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Becerra says he wants to 'build on' ObamaCare when pressed on Medicare for All

Becerra says he wants to 'build on' ObamaCare when pressed on Medicare for All
© Greg Nash

Health and Human Services secretary nominee Xavier BecerraXavier BecerraOvernight Health Care: Johnson & Johnson delay prompts criticism of CDC panel | Pfizer CEO says third dose of COVID-19 vaccine 'likely' needed within one year | CDC finds less than 1 percent of fully vaccinated people got COVID-19 NIH to make announcement on fetal tissue research policy amid Trump-era restrictions Overnight Health Care: CDC director calls on Michigan to 'close things down' amid surge in cases | Regeneron says antibody therapy prevents COVID-19 infections MORE pointed to President BidenJoe BidenBiden administration still seizing land near border despite plans to stop building wall: report Olympics, climate on the agenda for Biden meeting with Japanese PM Boehner on Afghanistan: 'It's time to pull out the troops' MORE's opposition to "Medicare for All" on Wednesday when pressed on his own support for the idea, saying he would follow the lead of the White House.

Sen. Mike CrapoMichael (Mike) Dean CrapoOn The Money: Inflation rears its head amid spending debate | IRS chief warns of unpaid taxes hitting T | Restaurants fret labor shortage IRS chief warns of unpaid taxes hitting trillion Trump faces test of power with early endorsements MORE (Idaho), the top Republican on the Senate Finance Committee, asked Becerra at his confirmation hearing about past support for Medicare for All, asking what "assurances" he can give to Americans with private coverage that "that they will not lose their coverage in the future to some sort of Medicare for All approach."

"What I will tell you is I'm here at the pleasure of the president of the United States," Becerra responded. "He's made it very clear where he is. He wants to build on the Affordable Care Act. That will be my mission, to achieve the goals that President Biden put forward, to build on the Affordable Care Act."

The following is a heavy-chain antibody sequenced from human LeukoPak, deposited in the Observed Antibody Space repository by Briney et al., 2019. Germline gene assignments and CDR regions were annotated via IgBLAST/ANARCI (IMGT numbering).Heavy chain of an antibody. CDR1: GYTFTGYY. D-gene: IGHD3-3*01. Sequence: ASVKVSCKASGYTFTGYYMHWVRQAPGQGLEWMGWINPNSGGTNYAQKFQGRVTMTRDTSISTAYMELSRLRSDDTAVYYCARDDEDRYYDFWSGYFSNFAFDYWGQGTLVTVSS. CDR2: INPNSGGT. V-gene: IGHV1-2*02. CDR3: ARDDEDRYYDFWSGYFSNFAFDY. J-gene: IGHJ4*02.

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"I appreciate hearing that," Crapo said in response.

Biden made clear during the Democratic primary that he did not support the Medicare for All proposals put forward by more progressive candidates like Sens. Bernie SandersBernie SandersSanders: Trump was right about 'trying to end endless wars' Democrats battle over best path for Puerto Rico Bernie Sanders says he disagrees with Tlaib's call for 'no more police' MORE (I-Vt.) and Elizabeth WarrenElizabeth WarrenDemocrats reintroduce bill to block US from using nuclear weapons first CEO who gave employees K minimum wage says revenue tripled 6 years later Forgiving K in school loans would free 36 million student borrowers from debt: data MORE (D-Mass.). Biden instead called for building on ObamaCare by adding an optional government-run plan, rather than eliminating private insurance so the government-run plan is the only option.

Becerra has long been a supporter of Medicare for All, a point that Republicans are using as one of an array of attacks on his nomination.

“I’ve been a supporter of Medicare for All for the 24 years that I was in Congress,” Becerra told Fox News in a 2017 interview.

With Biden's opposition to the progressive proposal and a razor thin Democratic majority in the Senate, there is no chance of Medicare for All passing anytime soon. Becerra, however, could grant waivers to states to make it easier for them to try to set up state-based single-payer programs if he's confirmed as Health secretary.

It's unclear how hard Biden will push for his toned-down, public option proposal. The $1.9 trillion coronavirus relief bill put forward by Biden and congressional Democrats increases ObamaCare subsidies to help people buy private insurance, but does not include any kind of public option. Still, future packages could include that proposal.